Where is the study run from?
1. Sussex Partnership NHS Foundation Trust (UK)
2. Pennine Care NHS Foundation Trust (UK)
When is the study starting and how long is it expected to run for?
September 2018 to August 2020
Who is funding the study?
National Institute of Health Research (NIHR) (UK)
Who is the main contact?
Kate Arnold (Trial Manager)
Increasing access to CBT for psychosis patients: a feasibility, randomized controlled trial evaluating brief, targeted CBT for distressing voices delivered by Assistant Psychologists
The long-term aim of this research is to increase access to cognitive behavioral therapy (CBT) for psychosis patients; this will be achieved by evaluating the clinical and cost effectiveness of a brief and targeted CBT intervention that can be delivered by a less costly and widely available workforce of assistant psychologists (AP) following a brief training in the delivery of the intervention.
The current study aims to explore the feasibility of conducting a three-arm randomized controlled trial (RCT) of a Guided, self-help CBT intervention for distressing VoicEs (GiVE), delivered by APs. The research question considers if it would be feasible to conduct an RCT to evaluate the clinical and cost-effectiveness of GiVE when delivered by APs to psychosis patients.
The secondary aims for this study will be to determine the following indices for a definitive RCT: referral rates; recruitment rates; retention rates to the study and intervention; acceptability of the GiVE intervention and Supportive Counselling as an active control; adherence to therapy and supervision protocols; and estimates of effects to inform the calculation of the sample size.
London - Surrey Research Ethics Committee, Health Research Authority, Bristol HRA Centre, Level 3, Block B, Whitefriars, Lewins Mead, Bristol BS1 2NT, Tel: +44 (0)2071048053, Email: email@example.com, 21/01/2019, ref: 18/LO/2091
Randomised; Interventional; Design type: Treatment, Psychological & Behavioural
Primary study design
Secondary study design
Randomised controlled trial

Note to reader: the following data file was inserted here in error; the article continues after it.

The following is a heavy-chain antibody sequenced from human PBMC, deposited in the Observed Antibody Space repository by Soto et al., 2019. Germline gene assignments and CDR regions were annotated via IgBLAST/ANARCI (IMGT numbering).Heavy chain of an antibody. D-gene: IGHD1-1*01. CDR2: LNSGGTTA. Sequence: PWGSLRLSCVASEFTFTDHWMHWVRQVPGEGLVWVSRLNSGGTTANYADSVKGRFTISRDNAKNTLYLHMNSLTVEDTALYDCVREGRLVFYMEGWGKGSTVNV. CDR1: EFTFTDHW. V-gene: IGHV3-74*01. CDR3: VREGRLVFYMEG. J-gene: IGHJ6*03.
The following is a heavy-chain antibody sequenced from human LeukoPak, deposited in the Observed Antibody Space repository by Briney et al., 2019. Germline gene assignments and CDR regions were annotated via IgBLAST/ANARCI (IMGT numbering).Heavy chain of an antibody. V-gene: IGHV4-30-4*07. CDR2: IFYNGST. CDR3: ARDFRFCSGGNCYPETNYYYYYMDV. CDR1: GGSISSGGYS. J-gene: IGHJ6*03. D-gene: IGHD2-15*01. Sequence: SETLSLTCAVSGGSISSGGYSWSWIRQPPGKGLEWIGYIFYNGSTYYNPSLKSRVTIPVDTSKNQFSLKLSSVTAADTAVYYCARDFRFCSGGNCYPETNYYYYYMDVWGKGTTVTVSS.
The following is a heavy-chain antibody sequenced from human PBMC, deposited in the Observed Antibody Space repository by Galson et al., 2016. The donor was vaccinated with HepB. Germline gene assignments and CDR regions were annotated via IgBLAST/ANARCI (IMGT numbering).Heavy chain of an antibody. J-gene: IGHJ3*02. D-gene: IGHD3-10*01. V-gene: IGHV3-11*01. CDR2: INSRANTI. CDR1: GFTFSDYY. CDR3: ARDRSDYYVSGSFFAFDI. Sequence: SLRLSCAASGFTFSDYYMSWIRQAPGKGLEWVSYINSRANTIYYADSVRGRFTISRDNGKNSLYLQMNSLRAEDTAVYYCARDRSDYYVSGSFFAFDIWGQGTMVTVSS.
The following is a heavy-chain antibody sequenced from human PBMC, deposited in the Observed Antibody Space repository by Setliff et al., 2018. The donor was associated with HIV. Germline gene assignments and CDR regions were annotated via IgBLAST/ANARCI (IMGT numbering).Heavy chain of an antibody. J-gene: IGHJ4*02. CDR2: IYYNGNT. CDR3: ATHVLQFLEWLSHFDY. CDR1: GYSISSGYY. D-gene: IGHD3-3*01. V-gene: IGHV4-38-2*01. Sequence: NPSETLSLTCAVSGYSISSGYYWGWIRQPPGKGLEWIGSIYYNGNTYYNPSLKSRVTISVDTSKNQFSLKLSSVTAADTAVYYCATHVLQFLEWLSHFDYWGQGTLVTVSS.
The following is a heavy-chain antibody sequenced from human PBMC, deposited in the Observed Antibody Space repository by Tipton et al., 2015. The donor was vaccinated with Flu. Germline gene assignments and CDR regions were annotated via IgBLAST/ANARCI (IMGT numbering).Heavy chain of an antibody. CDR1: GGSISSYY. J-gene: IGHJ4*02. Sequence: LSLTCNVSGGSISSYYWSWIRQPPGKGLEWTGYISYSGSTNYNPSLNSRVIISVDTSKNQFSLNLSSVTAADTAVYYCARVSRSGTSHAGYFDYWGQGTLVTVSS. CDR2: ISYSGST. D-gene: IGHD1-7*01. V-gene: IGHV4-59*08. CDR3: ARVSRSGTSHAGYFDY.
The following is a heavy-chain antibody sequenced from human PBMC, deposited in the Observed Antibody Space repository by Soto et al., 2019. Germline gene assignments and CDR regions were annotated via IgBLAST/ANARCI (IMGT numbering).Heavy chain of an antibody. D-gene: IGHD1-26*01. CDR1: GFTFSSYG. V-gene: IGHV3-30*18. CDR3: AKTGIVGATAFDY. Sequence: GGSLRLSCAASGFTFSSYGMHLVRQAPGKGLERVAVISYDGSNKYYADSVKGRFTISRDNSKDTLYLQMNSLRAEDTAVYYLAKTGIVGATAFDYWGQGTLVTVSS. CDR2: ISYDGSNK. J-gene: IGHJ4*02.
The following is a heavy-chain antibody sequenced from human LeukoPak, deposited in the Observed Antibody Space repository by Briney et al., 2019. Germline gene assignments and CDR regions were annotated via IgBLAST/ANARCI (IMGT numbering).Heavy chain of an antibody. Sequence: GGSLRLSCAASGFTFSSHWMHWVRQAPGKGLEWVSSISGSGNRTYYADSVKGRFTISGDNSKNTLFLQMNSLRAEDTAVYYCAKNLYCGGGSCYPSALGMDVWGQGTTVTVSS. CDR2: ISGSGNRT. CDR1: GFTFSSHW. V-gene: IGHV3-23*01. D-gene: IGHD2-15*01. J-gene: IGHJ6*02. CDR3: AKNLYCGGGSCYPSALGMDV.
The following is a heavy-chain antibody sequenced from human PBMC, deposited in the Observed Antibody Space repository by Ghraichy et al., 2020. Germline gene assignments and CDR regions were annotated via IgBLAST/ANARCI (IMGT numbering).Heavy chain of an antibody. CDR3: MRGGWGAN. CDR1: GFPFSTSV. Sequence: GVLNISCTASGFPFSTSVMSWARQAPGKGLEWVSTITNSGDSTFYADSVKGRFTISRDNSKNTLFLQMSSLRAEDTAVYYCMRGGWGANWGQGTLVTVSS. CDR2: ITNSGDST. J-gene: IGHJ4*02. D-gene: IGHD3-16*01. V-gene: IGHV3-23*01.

Patient information sheet
Not available in web format, please use the contact details to request a patient information sheet
Specialty: Mental Health, Primary sub-specialty: Psychosis - voices; Health Category: Mental health; Disease/Condition: Schizophrenia, schizotypal and delusional disorders, Organic, including symptomatic, mental disorders
The study will recruit 90 people with psychosis who will be randomly allocated into one of three groups:
1. 30 participants will receive 8 sessions of Guided self-help CBT intervention for distressing VoicEs (GiVE)
2. 30 participants will receive 8 sessions of Supportive Counselling that is not specifically about hearing voices
3. 30 participants will continue with their usual care
Participants will be enrolled in the study for 28 weeks in total
Primary outcome measure
1. Distress associated with hearing voices measured using a subscale of the Psychotic Symptoms Rating Scale – Auditory Hallucinations (PSYRATS-AH) at T0, T1, T2
2. The negative impact of voices measured using a subscale of the Hamilton Program for Schizophrenia Voices Questionnaire (HPSVQ) at -t1, T1, T2
Timepoint(s): Screening/Eligibility (-t1), Baseline: T0, 16 week follow up: T1, 28 week follow up: T2
Secondary outcome measures
1. Symptoms and experiences assessed using Structured Clinical Interview for DSM-5 Disorders (SCID-5) at -t1
2. Intellectual functioning assessed using Test of Premorbid Functioning – UK (TOPF-UK) at -t1